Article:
Published October 5th, 2020 at 9:42 AM
This week’s Nick’s Picks is brought to you by the letters E, T, and U.
That stands for Expect The Unexpected.
Who could have predicted that in a 48-hour time span the president of the United States would test positive for COVID-19 and the pandemic would halt the Chiefs from playing at Arrowhead?
In a rollercoaster weekend of news, the Kansas City Chiefs were forced to postpone their game Sunday against the New England Patriots after players on both teams tested positive for the coronavirus.
That matchup will now take place tonight. Kick-off is at 6:05 p.m. at Arrowhead Stadium. That means the Chiefs will be playing two games in the same week. They’ll be back at Arrowhead on Sunday when they take on the Las Vegas Raiders at noon.
That’s the current plan at least. As we know by now, anything can happen.
If you live in Missouri, this Wednesday is your last chance to register to vote in the upcoming presidential election.
You can register in person at local election offices, most libraries and motor vehicle license locations through the close of business Wednesday.
You can also register online through the Missouri Secretary of State’s website until 11:59 p.m. Wednesday.
Or you can mail an application to your local election authority but it must have a Wednesday postmark.
If you live on the other side of state line, you have a little more time. The voter registration deadline for Kansans is Tuesday, Oct. 13.
Missouri Gov. Mike Parson is heading back to work this week. In a news release, Parson officially declares that he and his wife have now recovered from the coronavirus. He also says he feels well enough to reschedule the debate he missed with his Democratic opponent Nicole Galloway.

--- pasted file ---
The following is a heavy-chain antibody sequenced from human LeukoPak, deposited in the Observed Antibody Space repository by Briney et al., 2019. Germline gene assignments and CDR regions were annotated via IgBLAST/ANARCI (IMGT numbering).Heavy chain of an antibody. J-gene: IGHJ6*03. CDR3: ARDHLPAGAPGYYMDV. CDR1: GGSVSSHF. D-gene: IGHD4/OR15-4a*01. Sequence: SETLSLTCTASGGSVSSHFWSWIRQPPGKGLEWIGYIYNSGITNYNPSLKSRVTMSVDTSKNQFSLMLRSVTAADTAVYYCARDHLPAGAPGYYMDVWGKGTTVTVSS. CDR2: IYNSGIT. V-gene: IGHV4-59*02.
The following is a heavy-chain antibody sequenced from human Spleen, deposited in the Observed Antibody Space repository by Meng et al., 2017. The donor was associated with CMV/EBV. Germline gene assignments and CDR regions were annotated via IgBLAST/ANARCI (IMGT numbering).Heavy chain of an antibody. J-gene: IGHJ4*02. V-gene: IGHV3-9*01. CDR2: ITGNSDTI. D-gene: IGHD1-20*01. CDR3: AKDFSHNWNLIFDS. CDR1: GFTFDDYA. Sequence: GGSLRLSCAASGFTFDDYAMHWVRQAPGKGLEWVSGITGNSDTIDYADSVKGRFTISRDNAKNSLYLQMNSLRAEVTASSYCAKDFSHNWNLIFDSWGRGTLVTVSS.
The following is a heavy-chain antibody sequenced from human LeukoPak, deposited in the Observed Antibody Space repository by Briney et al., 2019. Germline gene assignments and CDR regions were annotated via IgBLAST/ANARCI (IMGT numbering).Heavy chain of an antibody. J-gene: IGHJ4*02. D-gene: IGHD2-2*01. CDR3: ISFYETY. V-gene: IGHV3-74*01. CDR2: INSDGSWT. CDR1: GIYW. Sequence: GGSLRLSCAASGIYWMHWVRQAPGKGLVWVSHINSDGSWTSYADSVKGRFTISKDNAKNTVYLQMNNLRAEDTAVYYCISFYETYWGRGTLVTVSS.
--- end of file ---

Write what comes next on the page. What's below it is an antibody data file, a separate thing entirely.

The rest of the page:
That’s now taking place Friday at 2 p.m. in Columbia. The 90-minute forum will also feature the Libertarian and Green Party candidates. It will not be broadcast on television in Kansas City but will be available online.
Starting this week, thousands of area middle and high school students will return to the classroom for the first time in seven months. Among them are students in the Blue Valley School District in Johnson County who have not been permitted to set foot inside school buildings since March.
Meanwhile, some area districts that have already opened up are now on the brink of shutting down again. In the Baldwin City School District, just south of Lawrence, administrators say they no longer have enough substitutes to fill in for teachers who are in quarantine.
How large a crowd can safely gather at an outdoor event?
That question will be decided in court this week as a Jackson County judge hears arguments in a case brought by the Blue Springs School District.
The district wants to strike down a local health order that blocks more than 100 people from attending high school football games. The Blue Springs superintendent says it doesn’t make sense when they’re allowed to have 500 people in the district’s indoor theater.
While the case gets underway, Jackson County has quietly amended its rules. Starting this Thursday, health officials are removing the 100-person cap on outdoor events, just as long as all attendees wear masks, socially distance and notify the county at least 72 hours in advance of the planned gathering.
Another legal case being closely watched this week is a new lawsuit filed by the American Civil Liberties Union to block evictions in Jackson County. The Trump administration recently issues a moratorium preventing landlords from evicting tenants until the end of the year. But the renters group KC Tenants claims 284 evictions have been filed in the county since that federal moratorium went into effect.
Just days after Kansas City Mayor Quinton Lucas announced a new plan to fix violent crime in Kansas City, he now wants to hear from you. The first of a series of town halls on violence is scheduled for this upcoming Wednesday at 5:30 p.m., though I cannot find any details on where that is taking place. The Mayor’s new crime plan website https://www.reformprojectkc.org/ simply says, location details forthcoming.